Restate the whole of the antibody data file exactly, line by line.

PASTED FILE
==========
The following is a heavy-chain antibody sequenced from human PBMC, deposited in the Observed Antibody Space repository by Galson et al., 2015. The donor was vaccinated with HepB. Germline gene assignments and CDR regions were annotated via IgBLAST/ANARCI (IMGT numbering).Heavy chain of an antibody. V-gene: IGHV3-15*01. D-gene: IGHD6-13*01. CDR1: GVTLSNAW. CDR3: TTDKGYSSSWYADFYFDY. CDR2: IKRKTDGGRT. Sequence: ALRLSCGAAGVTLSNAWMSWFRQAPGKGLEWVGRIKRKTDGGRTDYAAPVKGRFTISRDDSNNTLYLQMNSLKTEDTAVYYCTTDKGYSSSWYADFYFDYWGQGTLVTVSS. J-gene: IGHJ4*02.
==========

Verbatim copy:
The following is a heavy-chain antibody sequenced from human PBMC, deposited in the Observed Antibody Space repository by Galson et al., 2015. The donor was vaccinated with HepB. Germline gene assignments and CDR regions were annotated via IgBLAST/ANARCI (IMGT numbering).Heavy chain of an antibody. V-gene: IGHV3-15*01. D-gene: IGHD6-13*01. CDR1: GVTLSNAW. CDR3: TTDKGYSSSWYADFYFDY. CDR2: IKRKTDGGRT. Sequence: ALRLSCGAAGVTLSNAWMSWFRQAPGKGLEWVGRIKRKTDGGRTDYAAPVKGRFTISRDDSNNTLYLQMNSLKTEDTAVYYCTTDKGYSSSWYADFYFDYWGQGTLVTVSS. J-gene: IGHJ4*02.